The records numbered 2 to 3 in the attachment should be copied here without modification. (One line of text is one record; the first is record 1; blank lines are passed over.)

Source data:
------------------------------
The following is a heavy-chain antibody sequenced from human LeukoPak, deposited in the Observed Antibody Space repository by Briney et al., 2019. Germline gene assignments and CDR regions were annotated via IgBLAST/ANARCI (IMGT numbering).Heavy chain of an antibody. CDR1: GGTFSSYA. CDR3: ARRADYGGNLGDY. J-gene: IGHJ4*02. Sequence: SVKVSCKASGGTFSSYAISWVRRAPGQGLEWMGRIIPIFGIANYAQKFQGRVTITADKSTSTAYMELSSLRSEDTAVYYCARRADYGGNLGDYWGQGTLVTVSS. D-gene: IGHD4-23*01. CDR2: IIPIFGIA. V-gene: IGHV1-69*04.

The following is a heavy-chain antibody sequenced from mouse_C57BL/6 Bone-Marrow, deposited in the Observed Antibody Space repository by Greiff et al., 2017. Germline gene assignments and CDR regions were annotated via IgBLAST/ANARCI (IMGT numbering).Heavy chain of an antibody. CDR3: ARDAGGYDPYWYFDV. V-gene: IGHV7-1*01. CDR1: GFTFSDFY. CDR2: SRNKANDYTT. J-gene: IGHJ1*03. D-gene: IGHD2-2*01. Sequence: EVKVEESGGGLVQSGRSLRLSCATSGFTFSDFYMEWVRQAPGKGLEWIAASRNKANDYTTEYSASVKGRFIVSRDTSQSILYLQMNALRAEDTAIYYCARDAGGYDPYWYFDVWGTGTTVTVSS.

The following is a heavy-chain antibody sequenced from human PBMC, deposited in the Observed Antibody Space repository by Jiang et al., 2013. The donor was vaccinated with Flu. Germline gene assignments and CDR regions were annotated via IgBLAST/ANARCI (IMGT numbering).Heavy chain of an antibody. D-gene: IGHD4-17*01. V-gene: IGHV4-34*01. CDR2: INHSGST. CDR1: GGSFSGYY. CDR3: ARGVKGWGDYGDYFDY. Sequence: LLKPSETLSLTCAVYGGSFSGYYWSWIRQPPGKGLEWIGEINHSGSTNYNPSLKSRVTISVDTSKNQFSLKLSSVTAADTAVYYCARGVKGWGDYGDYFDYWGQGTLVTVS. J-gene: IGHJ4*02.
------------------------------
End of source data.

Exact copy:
The following is a heavy-chain antibody sequenced from mouse_C57BL/6 Bone-Marrow, deposited in the Observed Antibody Space repository by Greiff et al., 2017. Germline gene assignments and CDR regions were annotated via IgBLAST/ANARCI (IMGT numbering).Heavy chain of an antibody. CDR3: ARDAGGYDPYWYFDV. V-gene: IGHV7-1*01. CDR1: GFTFSDFY. CDR2: SRNKANDYTT. J-gene: IGHJ1*03. D-gene: IGHD2-2*01. Sequence: EVKVEESGGGLVQSGRSLRLSCATSGFTFSDFYMEWVRQAPGKGLEWIAASRNKANDYTTEYSASVKGRFIVSRDTSQSILYLQMNALRAEDTAIYYCARDAGGYDPYWYFDVWGTGTTVTVSS.

The following is a heavy-chain antibody sequenced from human PBMC, deposited in the Observed Antibody Space repository by Jiang et al., 2013. The donor was vaccinated with Flu. Germline gene assignments and CDR regions were annotated via IgBLAST/ANARCI (IMGT numbering).Heavy chain of an antibody. D-gene: IGHD4-17*01. V-gene: IGHV4-34*01. CDR2: INHSGST. CDR1: GGSFSGYY. CDR3: ARGVKGWGDYGDYFDY. Sequence: LLKPSETLSLTCAVYGGSFSGYYWSWIRQPPGKGLEWIGEINHSGSTNYNPSLKSRVTISVDTSKNQFSLKLSSVTAADTAVYYCARGVKGWGDYGDYFDYWGQGTLVTVS. J-gene: IGHJ4*02.